“You see, ma’am, much as it’s my posture to value charity, I don’t really take kindly to the kind of obstructionism you been showing to me, and I’m definitely not keen on subsidizing obstructionists. In my Christian ideal of an American utopia, not a single man, woman, or child should have to go without basic covering, no matter their economic class, situation, or upbringing, and no one should have to resort to selling their body in order to make ends meet. ’Cause after all, if we truly are the wealthiest nation in the world, then what reason can we rightly claim for failing to adequately cover every last person living in our great democracy, or at the very least to make those covers affordable enough even for the poorest among us? But we both know that to reach such a goal of securin’ affordable clothing for all 310 million denizens of the country is an illusive, nay, an unattainable mirage on the horizon. Every society, no matter how ordered and micro-managed, is ultimately divided into haves and have-nots, the latter so far outnumbering the former that no voluntary gesture of compassion from the folks at the top nor any surge in supply can possibly effect a market where necessary coverage is available to all at little expense. The i’stinct for material gain is imprinted on the nature of humankind, and so it is that the religious pursuit of profit will always govern the greedy apparel companies, crushing any fleeting concern they carry for the common good, unless, that is, their cutthroat consumerism is controlled through the law. No longer should the establishment allow the fashion industry to continue screwing the American people over for personal benefit. Like most folks with any ounce of common sense, I believe it’s well past time that we as Americans start to value human welfare over business and to substitute our natural selfish pride with a more Christian love for the poor and perennially unclothed.”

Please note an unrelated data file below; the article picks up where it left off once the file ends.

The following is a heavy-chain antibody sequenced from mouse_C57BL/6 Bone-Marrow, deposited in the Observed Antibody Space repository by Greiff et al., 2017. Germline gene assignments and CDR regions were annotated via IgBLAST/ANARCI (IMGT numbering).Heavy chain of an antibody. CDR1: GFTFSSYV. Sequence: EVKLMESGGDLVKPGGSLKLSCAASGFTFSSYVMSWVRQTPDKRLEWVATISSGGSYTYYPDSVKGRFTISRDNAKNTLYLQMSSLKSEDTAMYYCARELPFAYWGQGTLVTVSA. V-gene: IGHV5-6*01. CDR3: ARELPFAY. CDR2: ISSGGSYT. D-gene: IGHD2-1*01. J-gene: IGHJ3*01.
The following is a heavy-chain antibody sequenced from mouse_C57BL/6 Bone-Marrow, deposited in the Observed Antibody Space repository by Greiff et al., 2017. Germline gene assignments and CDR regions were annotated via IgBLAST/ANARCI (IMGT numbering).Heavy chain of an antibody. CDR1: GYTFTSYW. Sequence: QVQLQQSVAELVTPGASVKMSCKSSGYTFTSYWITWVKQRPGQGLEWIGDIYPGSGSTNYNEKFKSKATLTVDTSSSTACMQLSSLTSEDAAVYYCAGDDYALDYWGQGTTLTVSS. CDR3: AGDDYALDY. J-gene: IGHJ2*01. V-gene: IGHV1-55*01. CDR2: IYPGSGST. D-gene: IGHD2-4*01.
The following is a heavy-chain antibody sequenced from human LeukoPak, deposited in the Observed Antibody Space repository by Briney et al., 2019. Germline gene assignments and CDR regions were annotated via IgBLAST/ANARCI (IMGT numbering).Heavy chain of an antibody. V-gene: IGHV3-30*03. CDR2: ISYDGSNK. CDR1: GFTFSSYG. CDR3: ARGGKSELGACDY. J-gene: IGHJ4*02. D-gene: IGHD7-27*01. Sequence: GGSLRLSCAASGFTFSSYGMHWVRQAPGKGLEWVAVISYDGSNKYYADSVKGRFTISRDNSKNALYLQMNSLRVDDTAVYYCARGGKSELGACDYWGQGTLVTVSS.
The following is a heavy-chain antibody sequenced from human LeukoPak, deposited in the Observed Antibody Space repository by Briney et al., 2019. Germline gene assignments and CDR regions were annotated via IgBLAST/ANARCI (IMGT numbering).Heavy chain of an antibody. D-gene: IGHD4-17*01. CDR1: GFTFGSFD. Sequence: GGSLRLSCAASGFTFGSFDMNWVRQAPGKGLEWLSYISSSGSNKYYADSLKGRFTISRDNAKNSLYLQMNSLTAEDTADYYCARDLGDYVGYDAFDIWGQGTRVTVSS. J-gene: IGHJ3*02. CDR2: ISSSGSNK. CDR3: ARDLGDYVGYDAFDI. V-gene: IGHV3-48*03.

“But mere selfishness ain’t the only thing sealed in human nature. Out in the countryside, away from the empty rules and institutions of civilization, the only law of right and wrong is physical power: whoever has the stronger arm, wields the better gun, commands the larger posse gets to call the shots without deference to any other authority. Which of us do you suppose is the more dominant in these ’spects?” The question was rhetorical, as he proceeded with nary a pause for the ominous words to rest upon her skin like the sickly palm of a non-committed lover unilaterally taking their contract past the stipulated boundaries. “Thing is, me and the rest of my brothers in the movement for universal coverage don’t much care for the impediments of this or that legal provision, nor do we go deluding ourselves with false hopes that individual action alone will ever recturfy the crisis we’ve identified in the country’s wardrobe, so to speak, nor are we especially sensitive to the potential costs that mandating coverage might impose on those like yourself who woulda rather go without it. By right of our superior coercive strength and higher moral enlightenment, we fully intend to take whatever courses we deem necessary for your own good, and ifun that means we’ve got to sell you covers against your will, so be it.”